Funny how some posters think it is fine to rip off stuff from another blog, mock it and pat themselves on the back about their superior economic smarts, while telling poor little renters to "get over it".

Obviously the problems in the US and Britain could never come here, and geniuses like Robert Shiller must be crackpots, 'cause there is always a reason why it is different here.

Get over it, Victoria is nothing special in economic terms. The economy is not diversified, forestry is suffering, the US dollar is down and an economic ill-wind is blowing through international financial markets, while thousands of over-priced condos hit the market and inventory is higher than it has been in years.

Yep, those misinformed cynical real estate bloggers are all wrong, but if something bad happens, it will all be their fault! They should really shut up and stop spreading their cynical misinformation everywhere. Somebody might happen on one of those cynical web-sites first instead of the bear mountain site and get the wrong misinformed idea about Victoria real estate.

I find it funny that somebody here would even notice or take issue with those blogs, since of course they have no influence on what is actually happening in the super robust Victoria property market.

Bwahahahaha!

#78 G-Man

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Posted 19 May 2008 - 06:12 AM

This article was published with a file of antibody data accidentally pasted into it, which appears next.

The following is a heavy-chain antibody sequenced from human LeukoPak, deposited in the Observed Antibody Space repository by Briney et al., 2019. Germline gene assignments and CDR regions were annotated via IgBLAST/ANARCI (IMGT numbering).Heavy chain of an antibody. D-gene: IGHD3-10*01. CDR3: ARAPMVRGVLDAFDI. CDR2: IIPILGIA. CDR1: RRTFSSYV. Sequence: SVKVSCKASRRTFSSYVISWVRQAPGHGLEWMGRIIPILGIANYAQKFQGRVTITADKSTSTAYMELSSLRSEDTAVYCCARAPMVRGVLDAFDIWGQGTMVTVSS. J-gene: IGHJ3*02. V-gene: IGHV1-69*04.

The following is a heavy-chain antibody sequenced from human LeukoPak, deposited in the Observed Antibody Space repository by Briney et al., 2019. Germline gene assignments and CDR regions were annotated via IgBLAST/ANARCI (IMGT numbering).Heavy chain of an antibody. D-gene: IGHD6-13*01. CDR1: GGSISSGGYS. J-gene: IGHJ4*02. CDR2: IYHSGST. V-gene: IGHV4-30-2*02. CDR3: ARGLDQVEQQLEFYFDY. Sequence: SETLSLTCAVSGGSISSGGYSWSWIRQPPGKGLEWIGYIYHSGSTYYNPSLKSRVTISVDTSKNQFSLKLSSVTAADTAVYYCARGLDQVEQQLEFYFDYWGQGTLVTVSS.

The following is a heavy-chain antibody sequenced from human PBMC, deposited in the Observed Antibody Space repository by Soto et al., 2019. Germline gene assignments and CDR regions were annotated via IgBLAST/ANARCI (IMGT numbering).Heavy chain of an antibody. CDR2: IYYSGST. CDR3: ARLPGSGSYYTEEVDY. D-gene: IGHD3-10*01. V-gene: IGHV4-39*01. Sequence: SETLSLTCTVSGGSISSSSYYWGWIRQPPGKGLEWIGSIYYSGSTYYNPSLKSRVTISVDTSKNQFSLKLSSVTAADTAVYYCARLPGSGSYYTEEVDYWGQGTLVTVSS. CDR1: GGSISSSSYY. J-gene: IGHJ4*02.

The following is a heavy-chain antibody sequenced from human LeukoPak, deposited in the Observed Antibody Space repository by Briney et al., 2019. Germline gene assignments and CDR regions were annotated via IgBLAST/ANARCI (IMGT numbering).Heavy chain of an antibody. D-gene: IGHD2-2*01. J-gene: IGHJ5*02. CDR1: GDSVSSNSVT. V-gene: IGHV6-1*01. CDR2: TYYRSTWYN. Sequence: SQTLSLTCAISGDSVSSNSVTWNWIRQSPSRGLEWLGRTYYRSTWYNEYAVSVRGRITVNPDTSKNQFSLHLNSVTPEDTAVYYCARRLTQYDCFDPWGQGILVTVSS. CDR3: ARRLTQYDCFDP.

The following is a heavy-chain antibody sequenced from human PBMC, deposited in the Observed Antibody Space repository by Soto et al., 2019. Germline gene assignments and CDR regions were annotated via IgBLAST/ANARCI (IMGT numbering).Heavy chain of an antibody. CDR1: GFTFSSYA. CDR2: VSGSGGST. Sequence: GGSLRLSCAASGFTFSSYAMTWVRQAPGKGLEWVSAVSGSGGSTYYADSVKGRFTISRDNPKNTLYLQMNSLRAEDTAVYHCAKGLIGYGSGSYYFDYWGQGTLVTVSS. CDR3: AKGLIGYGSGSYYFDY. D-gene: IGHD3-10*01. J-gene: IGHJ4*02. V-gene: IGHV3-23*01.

I think the real estate blogs are funny, I hope they never stop spreading their cynical misinformation ;)

#79 Caramia

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Posted 19 May 2008 - 09:40 AM

Residential unit sales declined 13 per cent to 27,730 units, while the average prices are up 13 per cent to $474,993.


This actually worries me, being that I sit at the bottom end of the market. I suppose it is skewed by a few very high end units that have recently sold, but I hope that the trend doesn't continue.

#80 Baro

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Posted 19 May 2008 - 10:07 AM

I wonder how things will look in a few years. I'll be living almost rent free for a while until I've saved up enough to put a down payment on something.

I don't really know anything about mortgages. What are the rates and what % of the total price do they want for a down payment? I want a good mortgage, not some 60 year no money down disaster.

Say I wanted a little 380,000 unit somewhere in the city, what would I need to get it and what would my monthly mortgage be?